Last Thursday, shares of Yes Bank Ltd slumped close to 15 per cent to hit a new 52-week low as many brokerages rushed to say “no” to the bank’s stock after the lender’s June quarter earnings missed analysts’ estimates and the pile of bad loans continued to rise.
The stock’s woe started in June after Swiss brokerage UBS maintained ‘sell’ rating on it and cut the target price to Rs 90 from Rs 170, citing weak earnings going ahead. On Thursday, the stock touched an intraday low of Rs79.15 on the National Stock Exchange.
The good news is unlike in the past, the new management of the bank, led by Ravneet Gill, does not seem to be contemplating any legal action or even complaining to the market regulator against UBS! Going by the Bloomberg data last week, 15 brokerages say yes (“buy”) to the bank, 15 “hold” and 17 no (“sell”). Many have revised the price target downwards.
In the June quarter, the private lender reported a 91 per cent decline in its net profit to Rs113.76 crore from Rs 1,260.36 crore a year ago. The quality of assets deteriorated – the gross non-performing assets (NPAs) as a percentage of total loans rose to 5.01 per cent from 3.22 per cent in the March quarter and after setting aside money or provision, the net NPAs rose to 2.91 per cent from 1.86 per cent. The addition in the pile of bad loans had been Rs6,230 crore in the June quarter.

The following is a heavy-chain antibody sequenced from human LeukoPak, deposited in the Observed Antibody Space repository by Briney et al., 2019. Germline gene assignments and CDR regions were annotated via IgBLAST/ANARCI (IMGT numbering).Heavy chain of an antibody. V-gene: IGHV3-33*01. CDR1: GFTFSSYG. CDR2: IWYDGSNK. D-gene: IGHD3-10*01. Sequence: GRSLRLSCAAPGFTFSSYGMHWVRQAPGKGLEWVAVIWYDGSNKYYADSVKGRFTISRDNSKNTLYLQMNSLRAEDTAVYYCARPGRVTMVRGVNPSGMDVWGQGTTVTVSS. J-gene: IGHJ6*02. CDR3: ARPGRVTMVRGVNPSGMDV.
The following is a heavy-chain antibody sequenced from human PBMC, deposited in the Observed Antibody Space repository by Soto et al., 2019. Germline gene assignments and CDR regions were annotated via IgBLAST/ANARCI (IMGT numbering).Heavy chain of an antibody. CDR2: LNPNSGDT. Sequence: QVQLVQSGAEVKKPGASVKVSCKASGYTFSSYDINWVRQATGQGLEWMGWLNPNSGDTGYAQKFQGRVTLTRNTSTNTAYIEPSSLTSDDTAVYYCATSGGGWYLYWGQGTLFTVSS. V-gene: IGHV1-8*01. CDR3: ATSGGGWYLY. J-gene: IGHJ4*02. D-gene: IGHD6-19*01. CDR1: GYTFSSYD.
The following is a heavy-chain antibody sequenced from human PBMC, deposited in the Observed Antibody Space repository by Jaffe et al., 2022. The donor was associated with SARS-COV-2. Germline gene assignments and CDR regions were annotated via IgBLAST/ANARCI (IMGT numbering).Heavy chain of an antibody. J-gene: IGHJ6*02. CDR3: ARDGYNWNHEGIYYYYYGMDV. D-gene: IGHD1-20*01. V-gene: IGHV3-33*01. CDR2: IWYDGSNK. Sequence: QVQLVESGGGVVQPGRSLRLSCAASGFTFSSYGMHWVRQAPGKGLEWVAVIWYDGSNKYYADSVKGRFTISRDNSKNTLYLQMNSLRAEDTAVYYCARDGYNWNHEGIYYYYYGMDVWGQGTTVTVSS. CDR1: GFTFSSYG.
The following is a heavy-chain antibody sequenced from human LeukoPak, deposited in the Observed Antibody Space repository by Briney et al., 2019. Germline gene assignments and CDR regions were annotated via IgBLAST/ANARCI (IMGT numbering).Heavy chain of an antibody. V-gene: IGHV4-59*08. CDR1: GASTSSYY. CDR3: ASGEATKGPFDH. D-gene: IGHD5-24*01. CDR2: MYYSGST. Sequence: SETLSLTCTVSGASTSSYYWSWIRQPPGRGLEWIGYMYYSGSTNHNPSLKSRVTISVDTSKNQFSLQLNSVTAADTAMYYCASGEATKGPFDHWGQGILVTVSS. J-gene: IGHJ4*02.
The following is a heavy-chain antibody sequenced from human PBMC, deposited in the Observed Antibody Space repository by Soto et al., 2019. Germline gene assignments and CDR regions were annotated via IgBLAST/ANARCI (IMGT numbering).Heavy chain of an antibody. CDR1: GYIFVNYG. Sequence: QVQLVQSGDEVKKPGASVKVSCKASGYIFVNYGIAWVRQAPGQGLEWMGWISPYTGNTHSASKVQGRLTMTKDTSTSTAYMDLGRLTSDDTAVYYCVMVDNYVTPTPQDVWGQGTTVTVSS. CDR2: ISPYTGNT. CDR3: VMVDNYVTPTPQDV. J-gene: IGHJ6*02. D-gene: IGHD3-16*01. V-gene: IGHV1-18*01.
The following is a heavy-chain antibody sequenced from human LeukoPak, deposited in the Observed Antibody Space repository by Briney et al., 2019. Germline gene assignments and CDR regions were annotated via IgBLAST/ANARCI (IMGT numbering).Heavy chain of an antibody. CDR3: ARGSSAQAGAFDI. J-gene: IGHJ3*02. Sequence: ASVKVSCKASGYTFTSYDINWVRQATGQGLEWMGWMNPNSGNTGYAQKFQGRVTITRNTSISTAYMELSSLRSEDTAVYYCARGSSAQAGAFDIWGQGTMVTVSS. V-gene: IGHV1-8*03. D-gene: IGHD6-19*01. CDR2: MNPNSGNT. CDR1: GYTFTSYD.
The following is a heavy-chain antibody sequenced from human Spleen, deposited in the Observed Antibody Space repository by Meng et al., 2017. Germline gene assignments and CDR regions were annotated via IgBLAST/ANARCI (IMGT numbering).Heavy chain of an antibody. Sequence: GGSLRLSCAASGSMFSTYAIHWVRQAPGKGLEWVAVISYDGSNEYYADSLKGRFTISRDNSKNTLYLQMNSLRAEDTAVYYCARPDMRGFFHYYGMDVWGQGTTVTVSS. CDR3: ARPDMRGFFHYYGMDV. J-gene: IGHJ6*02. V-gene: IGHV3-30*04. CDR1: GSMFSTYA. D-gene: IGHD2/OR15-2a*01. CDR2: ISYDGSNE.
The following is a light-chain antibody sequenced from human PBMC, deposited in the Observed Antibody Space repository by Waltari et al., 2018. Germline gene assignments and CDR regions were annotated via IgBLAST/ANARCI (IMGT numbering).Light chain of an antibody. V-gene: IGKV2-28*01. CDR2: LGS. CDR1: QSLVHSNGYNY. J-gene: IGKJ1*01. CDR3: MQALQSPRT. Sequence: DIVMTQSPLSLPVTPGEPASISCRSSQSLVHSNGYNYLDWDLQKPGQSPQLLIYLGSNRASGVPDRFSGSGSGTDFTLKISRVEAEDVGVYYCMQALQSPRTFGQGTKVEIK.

The real shocker was its March quarter earnings – the first-ever quarterly loss of Rs1,506.64 crore as it had to make huge provision to take care of bad assets. But for a Rs832 crore tax write-back, the loss would have been much higher. Total provisions in the March quarter rose nine-fold to Rs3,661.7 crore from Rs399.64 in the year-ago quarter and almost seven times of the December quarter. Other highlight of the March quarter was a sharp drop in fee income.
That trend continues but there are pointers from which the analysts could take heart. For instance, the retail deposits have grown, signifying that the customers have not lost trust in the bank. The retail advances have grown over 43 per cent year-on-year; they account for more than 60 per cent of the incremental growth in advances. As a portion of the overall loan book, the retail book is still small compared with other private lenders but it has grown from 14 per cent to 18.3 per cent in past one year. Even though the fee income is sharply coming down, the revenue earned from the sale of others’ insurance products has risen.
The fee income will never be the same again as Gill is refraining from booking it upfront, as had allegedly been the practice earlier, and shifting focus from corporate to retail loans.
The rise in bad loans is mostly from those accounts (worth Rs10,000 crore) which have been under the watch list of the bank and the larger chunk of its sub-investment exposure. In that sense, there is not much of a negative surprise. In the past, we had seen rising bad loans in other private lenders from accounts that were not identified as stressed.